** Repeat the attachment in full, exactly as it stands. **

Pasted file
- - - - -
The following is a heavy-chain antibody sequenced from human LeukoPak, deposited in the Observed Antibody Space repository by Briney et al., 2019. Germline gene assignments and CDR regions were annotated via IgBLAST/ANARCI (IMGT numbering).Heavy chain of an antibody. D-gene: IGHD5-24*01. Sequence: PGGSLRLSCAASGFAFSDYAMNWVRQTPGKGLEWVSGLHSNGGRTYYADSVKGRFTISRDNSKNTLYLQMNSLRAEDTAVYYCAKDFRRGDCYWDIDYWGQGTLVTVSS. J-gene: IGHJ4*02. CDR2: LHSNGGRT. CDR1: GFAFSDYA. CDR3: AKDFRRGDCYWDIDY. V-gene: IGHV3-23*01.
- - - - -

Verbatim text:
The following is a heavy-chain antibody sequenced from human LeukoPak, deposited in the Observed Antibody Space repository by Briney et al., 2019. Germline gene assignments and CDR regions were annotated via IgBLAST/ANARCI (IMGT numbering).Heavy chain of an antibody. D-gene: IGHD5-24*01. Sequence: PGGSLRLSCAASGFAFSDYAMNWVRQTPGKGLEWVSGLHSNGGRTYYADSVKGRFTISRDNSKNTLYLQMNSLRAEDTAVYYCAKDFRRGDCYWDIDYWGQGTLVTVSS. J-gene: IGHJ4*02. CDR2: LHSNGGRT. CDR1: GFAFSDYA. CDR3: AKDFRRGDCYWDIDY. V-gene: IGHV3-23*01.